Her voice echoed in the L-shaped living room. She hit the switch by the door. The overhead light shone on chaos. The bookshelves were pulled down, coffee tables overturned, magazines and books scattered all over the place. The sofa lay on its back. The logs by the moss-rock fireplace were strewn like spilled matchsticks. The TV and VCR sat in the middle of the braided oval area rug.
They'd been robbed! But why was the television set here? Were the robbers still in the house?
Nicole listened hard. She heard nothing but the sound of her own labored breathing.
She ought to run to the neighbor's, but nobody lived nearby. The cabins in this area were usually vacant in winter. And Joey's car was parked out front. He might still be in the house. The robbers might have hurt him, left him unconscious. She had to find him. "Joey? Are you here?"
Stepping over a pile of shredded magazines and a sofa pillow that had been slashed open to expose the white batting, Nicole edged toward the kitchen, ready to pivot and run if she encountered anyone.
The kitchen had not been disturbed. The tile countertops shone clean and tidy. The only mess came from her own muddy footprints on the patterned linoleum floor.
She tore open a drawer and pulled out a carving knife to use as a weapon. Holding the steel blade in front of her, she lifted the receiver from the wall phone and punched in the emergency numbers.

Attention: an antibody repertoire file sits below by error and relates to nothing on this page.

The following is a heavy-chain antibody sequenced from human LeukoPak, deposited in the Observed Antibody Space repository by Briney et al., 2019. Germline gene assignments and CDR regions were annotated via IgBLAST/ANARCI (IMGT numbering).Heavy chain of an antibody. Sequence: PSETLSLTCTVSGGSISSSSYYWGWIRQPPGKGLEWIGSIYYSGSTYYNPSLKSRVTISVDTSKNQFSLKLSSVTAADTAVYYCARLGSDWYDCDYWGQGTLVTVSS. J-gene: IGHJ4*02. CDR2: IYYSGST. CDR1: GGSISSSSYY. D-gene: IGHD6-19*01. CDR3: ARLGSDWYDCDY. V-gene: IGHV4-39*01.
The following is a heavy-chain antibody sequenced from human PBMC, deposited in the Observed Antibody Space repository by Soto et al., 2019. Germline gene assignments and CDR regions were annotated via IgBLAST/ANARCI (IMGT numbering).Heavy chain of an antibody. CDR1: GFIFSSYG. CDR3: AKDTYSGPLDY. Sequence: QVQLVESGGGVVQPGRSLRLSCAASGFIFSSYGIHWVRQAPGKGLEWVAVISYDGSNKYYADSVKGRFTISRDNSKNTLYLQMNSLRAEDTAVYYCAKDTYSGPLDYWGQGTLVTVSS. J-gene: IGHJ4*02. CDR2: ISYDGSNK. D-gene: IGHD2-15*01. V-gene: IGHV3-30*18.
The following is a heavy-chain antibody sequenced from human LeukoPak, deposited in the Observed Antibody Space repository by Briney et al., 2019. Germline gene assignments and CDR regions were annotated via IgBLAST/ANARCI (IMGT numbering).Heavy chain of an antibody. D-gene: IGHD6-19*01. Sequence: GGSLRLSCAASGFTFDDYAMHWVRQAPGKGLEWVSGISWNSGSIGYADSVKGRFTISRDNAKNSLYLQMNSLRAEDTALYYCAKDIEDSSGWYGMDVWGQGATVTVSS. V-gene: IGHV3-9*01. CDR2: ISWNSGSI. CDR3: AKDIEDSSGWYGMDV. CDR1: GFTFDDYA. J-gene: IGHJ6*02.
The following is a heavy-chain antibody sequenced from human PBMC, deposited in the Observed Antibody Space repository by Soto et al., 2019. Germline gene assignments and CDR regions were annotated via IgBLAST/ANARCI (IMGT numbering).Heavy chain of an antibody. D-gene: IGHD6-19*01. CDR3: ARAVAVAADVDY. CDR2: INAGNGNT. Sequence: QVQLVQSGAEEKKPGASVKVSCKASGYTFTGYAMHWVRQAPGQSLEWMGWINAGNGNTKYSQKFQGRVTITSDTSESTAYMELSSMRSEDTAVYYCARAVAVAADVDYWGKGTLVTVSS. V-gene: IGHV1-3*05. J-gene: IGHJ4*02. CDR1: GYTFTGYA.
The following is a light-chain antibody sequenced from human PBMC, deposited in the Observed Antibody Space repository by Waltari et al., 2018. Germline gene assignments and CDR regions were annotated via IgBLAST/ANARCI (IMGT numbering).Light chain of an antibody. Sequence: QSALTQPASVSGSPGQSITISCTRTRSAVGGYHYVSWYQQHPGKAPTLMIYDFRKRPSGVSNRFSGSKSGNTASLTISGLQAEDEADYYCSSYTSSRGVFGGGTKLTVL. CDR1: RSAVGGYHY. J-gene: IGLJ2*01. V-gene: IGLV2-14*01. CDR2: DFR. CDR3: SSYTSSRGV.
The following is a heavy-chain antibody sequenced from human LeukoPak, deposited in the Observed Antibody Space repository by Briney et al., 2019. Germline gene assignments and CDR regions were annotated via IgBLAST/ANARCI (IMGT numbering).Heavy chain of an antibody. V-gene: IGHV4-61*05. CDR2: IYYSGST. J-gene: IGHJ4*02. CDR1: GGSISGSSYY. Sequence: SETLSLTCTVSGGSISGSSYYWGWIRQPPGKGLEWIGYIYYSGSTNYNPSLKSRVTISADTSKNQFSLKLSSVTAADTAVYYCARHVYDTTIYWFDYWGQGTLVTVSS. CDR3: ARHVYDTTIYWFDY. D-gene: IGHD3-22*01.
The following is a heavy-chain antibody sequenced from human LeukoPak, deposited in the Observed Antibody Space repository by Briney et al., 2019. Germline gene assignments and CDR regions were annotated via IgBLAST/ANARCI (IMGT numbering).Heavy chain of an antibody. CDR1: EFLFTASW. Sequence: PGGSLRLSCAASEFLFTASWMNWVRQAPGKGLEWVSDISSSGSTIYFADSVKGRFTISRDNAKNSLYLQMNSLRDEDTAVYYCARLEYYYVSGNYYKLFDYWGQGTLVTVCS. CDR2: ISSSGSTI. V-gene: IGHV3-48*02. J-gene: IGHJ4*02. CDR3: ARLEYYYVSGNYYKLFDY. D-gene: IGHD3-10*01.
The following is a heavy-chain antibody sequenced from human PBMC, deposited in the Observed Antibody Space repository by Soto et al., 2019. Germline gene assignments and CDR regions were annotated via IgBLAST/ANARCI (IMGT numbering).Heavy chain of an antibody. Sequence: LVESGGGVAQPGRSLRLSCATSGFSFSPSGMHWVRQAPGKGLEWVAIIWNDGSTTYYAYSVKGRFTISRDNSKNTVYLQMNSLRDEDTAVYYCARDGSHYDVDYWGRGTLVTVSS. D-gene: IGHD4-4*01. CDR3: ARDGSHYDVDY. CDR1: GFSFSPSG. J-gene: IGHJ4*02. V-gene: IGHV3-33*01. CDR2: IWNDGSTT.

After three rings, a male voice answered, "Dispatch."
"Is this 9-1-1?"
"Sure is. What's the problem?"
"This is Nicole Ferris. I live at the Wentworth cabin, and I'm -"' She was scared and angry. Hot and cold at the same time. She'd felt this way so many times before. A terrible apprehension crawled up her spine.
"Is this Nicole from the café?" the dispatcher asked.
"We've been robbed." She fought the quaver in her voice. "Everything's torn apart."
"Calm down," he said. "Is anybody hurt?"
"I don't know."
"Is someone there with you?"
"I don't think so." The cabin felt empty. "Should I look around?"
"Don't go anywhere. Give me your address."
"Seven-three-three-seven Coyote Road."
"Stay on the line," he ordered. "I'm calling the sheriff."
Over the open phone line, she heard the dispatcher's mumbled conversation. He must have been listening to a country-western radio station because, in the background, she also heard the classic Patsy Cline song, "Who's Sorry Now?"
I am. She shuddered. What if this vandalism wasn't the work of robbers? What if Derek had found her?
A sob caught in the back of her throat. She'd escaped from her husband, had fled from him, hidden from him. She couldn't face Derek again, couldn't stand up to his abuse. Oh God, what if he'd been here? What if he'd found Joey and punished him?
Her anxiety heightened. She had to protect Joey. He wasn't big or tough. He was sensitive. An artist. Though his behavior was annoying and immature, she thought of him as the younger brother she never had.
"Nicole, I'm back," the dispatcher said. "The sheriff is on his way. You're going to be okay."
Excerpted from Restless Spirit by Cassie Miles Copyright © 2004 by Harlequin Enterprises, Ltd.. Excerpted by permission.
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Posted May 10, 2013
Posted November 4, 2009